Bewildered by crowds, factories, and cities of unprecedented scale, Americans in the late nineteenth century turned to novels about small towns, local customs, and preindustrial crafts. The genre they embraced, now known as regionalism, depicted the idiosyncrasies of tight-knit rural communities in New England, the South, and the newly settled Midwest and, while subtly acknowledging the threat of sweeping change, ...

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Chapter Three - Infinite Jest and the Recovery of Feeling

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pp. 97-126

Narratives of addiction are irresistible. The strangely appealing opportunity to observe, imagine, or inhabit vicariously the scenes of pleasure, transgression, abjection, and redemption that these narratives typically unfold has come to function as a substitute gratification capable of replacing the substances whose addictive properties they document. Recognizing this potential, Bill Wilson and Robert Smith, ...

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Chapter Four - The Pain of Reading A Million Little Pieces

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pp. 127-150

The revelation that James Frey’s best-selling memoir about his recovery from drug and alcohol addiction, A Million Little Pieces, contains multiple lies and exaggerations has evidently undermined its value for many readers. Oprah Winfrey concluded her punishing interview with Frey subsequent to the public exposure of his dishonesty with this declaration: “And I believe that the truth matters”— a fitting remark insofar as an encounter with “the truth” ...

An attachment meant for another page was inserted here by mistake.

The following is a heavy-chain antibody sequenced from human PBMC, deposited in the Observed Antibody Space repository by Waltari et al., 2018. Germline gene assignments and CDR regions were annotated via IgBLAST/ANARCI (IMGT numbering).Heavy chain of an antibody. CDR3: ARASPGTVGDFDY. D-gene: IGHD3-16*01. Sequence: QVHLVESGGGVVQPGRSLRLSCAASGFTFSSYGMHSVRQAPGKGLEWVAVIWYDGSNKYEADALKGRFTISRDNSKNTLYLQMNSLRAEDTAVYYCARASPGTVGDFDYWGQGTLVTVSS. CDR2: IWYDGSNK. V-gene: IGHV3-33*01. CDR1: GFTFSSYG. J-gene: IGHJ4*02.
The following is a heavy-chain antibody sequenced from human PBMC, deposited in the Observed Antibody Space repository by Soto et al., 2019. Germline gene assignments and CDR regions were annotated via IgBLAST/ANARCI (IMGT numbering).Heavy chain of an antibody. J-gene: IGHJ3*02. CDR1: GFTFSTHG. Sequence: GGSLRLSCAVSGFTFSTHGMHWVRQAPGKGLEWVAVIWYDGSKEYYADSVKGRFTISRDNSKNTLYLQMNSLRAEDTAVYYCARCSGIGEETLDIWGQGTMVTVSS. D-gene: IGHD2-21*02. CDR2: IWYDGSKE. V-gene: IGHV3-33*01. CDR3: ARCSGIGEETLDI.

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Chapter Five - The Politics of Interiority in The Pilot’s Wife

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pp. 151-174

Although occasionally called upon to perform certain emeritus functions, the omniscient narrator has mostly retired from the scene of contemporary U.S. fiction. In the place of this appealingly wise but problematic figure emerges an array of speakers no less ignorant, prejudiced, and confused than the reader. First-person narrators, of course, have a long history of unreliability, ...

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Chapter Six - Reading The Kite Runner in America

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pp. 175-198

The effusive customer reviews of Khaled Hosseini’s The Kite Runner posted on Amazon often register surprise: Many Americans were initially reluctant to read what they perceived to be “foreign” fiction.1 Their short-lived resistance and their subsequent enthusiasm raise an important question. What does this novel, largely about Afghanistan, offer American readers? ...

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pp. 199-208

If psychological discourse functions as the basis for individualism, as the means of ascribing to each and every person a unique and private interior life, it has also come to serve, especially in recent years, as a powerful leveler, one that asserts a common humanity across various cultural, racial, economic, and political categories. But as a tool, the therapeutic has largely answered the needs of particular groups, ...


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pp. 209-228


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pp. 229-254


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pp. 255-258

E-ISBN-13: 9781587299568

Page Count: 258
Publication Year: 2011

OCLC Number: 719388645
MUSE Marc Record: Download for Reading as Therapy

Research Areas


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Subject Headings

  • Reading -- Psychological aspects.
  • Books and reading -- United States.
  • Bibliotherapy.
  • Fiction -- History and criticism -- Theory, etc.
  • Literature and society -- United States.